Since the first day of the year, the Brazilian minimum wage is 510 reais (the equivalent of 283 dollars or 201 euros). Why 510 and not 500 or 520? Is this enough for a minimally descent life?

Today I got a fascinating (and simple) explanation on how the government might have come up with this number from Brazilian blog Vida Depois dos 50. It quotes Pasquim, a satirical newspaper from Rio that fought conservatism and dictatorship in the 70s. The guys of Pasquim found some forty years ago the formula that explained (tragicomically) how the value of the minimum wage was established. A formula that is still valid today.

According to Pasquim, at that time:

- one
*cafézinho*( a shot of coffee, no milk) cost 0.12 cruzeiro (the currency in the rocking seventies) - one
*pão francês*(the little bread Brazilians have for breakfast) was 0.04 cruzeiro - If you had the combination of one
*cafézinho*and one*pãozinho*four times - One family had in average four people
- One month has 30 days.

So: 30 X 4 X 4 X (0.12+0.04) = 76.80 cruzeiros = minimum wage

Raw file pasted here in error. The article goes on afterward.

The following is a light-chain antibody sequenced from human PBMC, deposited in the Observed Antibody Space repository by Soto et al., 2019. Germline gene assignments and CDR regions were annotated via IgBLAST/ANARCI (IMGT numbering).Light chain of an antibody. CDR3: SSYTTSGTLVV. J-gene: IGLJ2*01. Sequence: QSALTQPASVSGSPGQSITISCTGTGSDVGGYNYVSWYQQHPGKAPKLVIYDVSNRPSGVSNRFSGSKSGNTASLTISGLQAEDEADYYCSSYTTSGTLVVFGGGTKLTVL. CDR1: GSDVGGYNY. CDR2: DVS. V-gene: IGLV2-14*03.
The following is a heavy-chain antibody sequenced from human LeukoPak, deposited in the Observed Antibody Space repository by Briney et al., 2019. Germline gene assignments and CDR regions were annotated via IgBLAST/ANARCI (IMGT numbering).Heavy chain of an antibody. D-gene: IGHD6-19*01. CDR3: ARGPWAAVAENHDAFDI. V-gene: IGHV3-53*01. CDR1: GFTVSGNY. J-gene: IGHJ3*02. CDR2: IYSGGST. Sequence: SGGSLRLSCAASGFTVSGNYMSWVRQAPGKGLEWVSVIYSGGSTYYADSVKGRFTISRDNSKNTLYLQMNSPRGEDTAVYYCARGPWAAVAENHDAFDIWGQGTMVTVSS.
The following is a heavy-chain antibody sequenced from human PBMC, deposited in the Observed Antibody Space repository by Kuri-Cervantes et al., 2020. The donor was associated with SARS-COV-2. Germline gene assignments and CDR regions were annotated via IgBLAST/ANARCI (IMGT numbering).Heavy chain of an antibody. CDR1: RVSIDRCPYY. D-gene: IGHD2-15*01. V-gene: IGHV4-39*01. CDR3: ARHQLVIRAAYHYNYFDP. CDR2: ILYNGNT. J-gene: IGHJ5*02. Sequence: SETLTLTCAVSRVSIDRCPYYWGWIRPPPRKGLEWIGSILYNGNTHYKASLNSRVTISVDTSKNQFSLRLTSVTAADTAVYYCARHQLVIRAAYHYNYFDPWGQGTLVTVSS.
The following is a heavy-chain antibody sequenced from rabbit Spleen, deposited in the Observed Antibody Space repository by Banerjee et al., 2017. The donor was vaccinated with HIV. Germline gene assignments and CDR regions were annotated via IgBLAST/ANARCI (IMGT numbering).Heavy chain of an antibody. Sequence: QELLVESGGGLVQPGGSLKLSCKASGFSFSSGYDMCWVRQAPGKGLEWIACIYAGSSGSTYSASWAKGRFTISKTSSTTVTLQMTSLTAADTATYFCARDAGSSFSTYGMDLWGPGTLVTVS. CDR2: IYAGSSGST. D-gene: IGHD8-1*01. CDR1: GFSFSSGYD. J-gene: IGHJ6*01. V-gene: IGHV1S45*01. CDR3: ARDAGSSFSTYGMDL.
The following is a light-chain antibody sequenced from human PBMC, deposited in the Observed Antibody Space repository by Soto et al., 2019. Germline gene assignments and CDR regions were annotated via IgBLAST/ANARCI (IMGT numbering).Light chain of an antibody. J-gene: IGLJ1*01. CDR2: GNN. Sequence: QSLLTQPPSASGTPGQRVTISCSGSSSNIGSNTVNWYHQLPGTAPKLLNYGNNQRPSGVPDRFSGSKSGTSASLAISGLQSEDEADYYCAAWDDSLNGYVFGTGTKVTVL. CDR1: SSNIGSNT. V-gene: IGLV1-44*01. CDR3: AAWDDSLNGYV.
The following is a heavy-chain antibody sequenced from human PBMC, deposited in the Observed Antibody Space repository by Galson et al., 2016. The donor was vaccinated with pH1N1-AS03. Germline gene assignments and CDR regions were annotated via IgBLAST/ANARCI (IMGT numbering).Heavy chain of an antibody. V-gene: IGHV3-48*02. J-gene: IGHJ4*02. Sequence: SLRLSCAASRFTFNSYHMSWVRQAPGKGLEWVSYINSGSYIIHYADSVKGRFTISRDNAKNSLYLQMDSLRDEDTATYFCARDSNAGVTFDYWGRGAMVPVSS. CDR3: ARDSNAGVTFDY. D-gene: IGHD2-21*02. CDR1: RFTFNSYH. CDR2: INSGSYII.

In other words: a family of four needed this amount to pay for this diet for one month. And that was exactly the value of the minimum monthly salary at the time.

Are you still with me?

Well, Vida Depois dos 50 updated this calculation. Today:

- one
*cafézinho*is 0.75 real

- one
*pão francês*is 0.30 real - The other factors remain the same.

So: 30 X 4 X 4 X (0.75 + 0.30) = 504 reais, which is practically identical to the value of the minimum wage today.

How fascinating is that? If you keep that diet, don’t pay rent, don’t use any type of transportation, don’t send your kids to school, don’t ever have leisure, Brazilian minimal wage is perfect for you!

I have always wondered how they came up with the minimum wage figure..this is so horrible it has to be true….I hope the family of four enjoyed eating it at night in the dark as they can’t afford electricity.

And for those middle and upper classes who complain, this is why people live in favelas. As long a person receives little money, where else can they live?

This is a classic case of institutionalized poverty. There has to be greater commitment from the upper classes and government to spread wealth and opportunity.